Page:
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I am trying to cvopy boost::array<char> to std::string.

boost::array<char, 1024> _buffer;
std::string data;
std::copy(_buffer.begin(), _buffer.begin()+bytes_transferred, data.begin());

which is not working. So I changed it a little bit.

char _buffer[1024];
std::string data;
std::copy(_buffer, _buffer+bytes_transferred, data.begin());

second one is not working either.

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So what exactly do you mean by "not working"? – sth Jun 14 '12 at 19:50

2 Answers 2

up vote 5 down vote accepted

You can use back_insert_iterator. Assigning to it will call push_back function of the underlying container so you don't need to worry with allocating space manually.

std::copy(_buffer.begin(), _buffer.begin()+bytes_transferred, std::back_inserter(data));
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While this works, I think it's much less efficient than just using the constructor. I doubt the compiler is smart enough to realize that it can optimize this into a block memory copy. – templatetypedef Jun 14 '12 at 20:03
@templatetypedef I agree. I posted this for completness sake, I guess. – jrok Jun 14 '12 at 20:05

The issue here is that copy assumes that space already exists for the data you're writing; it doesn't create any new room for you. Consequently, both of the above pieces of code cause undefined behavior, since you're going to be copying characters to a location where space hasn't previously been reserved.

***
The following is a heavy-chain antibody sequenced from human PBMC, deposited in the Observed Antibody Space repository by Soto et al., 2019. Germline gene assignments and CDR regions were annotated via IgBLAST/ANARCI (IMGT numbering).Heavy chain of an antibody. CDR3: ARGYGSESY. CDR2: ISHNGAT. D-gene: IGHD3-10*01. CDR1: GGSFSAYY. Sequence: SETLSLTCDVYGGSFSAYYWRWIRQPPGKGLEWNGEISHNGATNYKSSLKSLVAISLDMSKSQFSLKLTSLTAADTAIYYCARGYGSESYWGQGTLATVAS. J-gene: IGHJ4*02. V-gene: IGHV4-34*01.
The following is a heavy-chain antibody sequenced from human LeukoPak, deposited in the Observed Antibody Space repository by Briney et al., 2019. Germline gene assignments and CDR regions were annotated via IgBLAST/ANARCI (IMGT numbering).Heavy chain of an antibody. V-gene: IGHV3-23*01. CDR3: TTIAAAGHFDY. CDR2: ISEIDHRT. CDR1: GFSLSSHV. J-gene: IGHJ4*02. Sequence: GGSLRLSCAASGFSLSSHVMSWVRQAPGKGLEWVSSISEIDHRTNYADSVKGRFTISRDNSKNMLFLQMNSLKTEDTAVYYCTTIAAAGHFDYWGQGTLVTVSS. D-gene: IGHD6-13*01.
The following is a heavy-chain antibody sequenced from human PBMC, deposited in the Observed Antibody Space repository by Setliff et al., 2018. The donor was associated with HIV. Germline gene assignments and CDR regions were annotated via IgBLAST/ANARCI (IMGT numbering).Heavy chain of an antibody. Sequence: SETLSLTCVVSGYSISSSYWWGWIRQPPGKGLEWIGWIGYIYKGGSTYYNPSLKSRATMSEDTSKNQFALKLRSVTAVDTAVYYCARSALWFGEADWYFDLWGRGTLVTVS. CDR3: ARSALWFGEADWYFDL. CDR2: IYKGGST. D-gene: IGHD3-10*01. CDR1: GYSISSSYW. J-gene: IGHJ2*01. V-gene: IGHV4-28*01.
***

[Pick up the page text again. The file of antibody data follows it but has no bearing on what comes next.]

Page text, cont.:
The best way to do this would be to use the string constructor:

boost::array<char, 1024> _buffer;
std::string data(_buffer.begin(), _buffer.end());


char _buffer[1024];
std::string data(_buffer, _buffer + 1024);

This will initialize the string as a copy of the data stored in the array.

Hope this helps!

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So Do I need to reserve() If I want to use std::copy ? and why doesn't std::copy crash ? – Dipro Sen Jun 14 '12 at 19:52
@DiproSen- No, reserve will not fix this. You would need to resize the string so that there was sufficient space before using std::copy. reserve serves a totally different function. As for why there's no crash, I have absolutely no idea. It's undefined behavior, which means that the program can do anything. Not crashing is perfectly legal by the C++ spec. – templatetypedef Jun 14 '12 at 19:54

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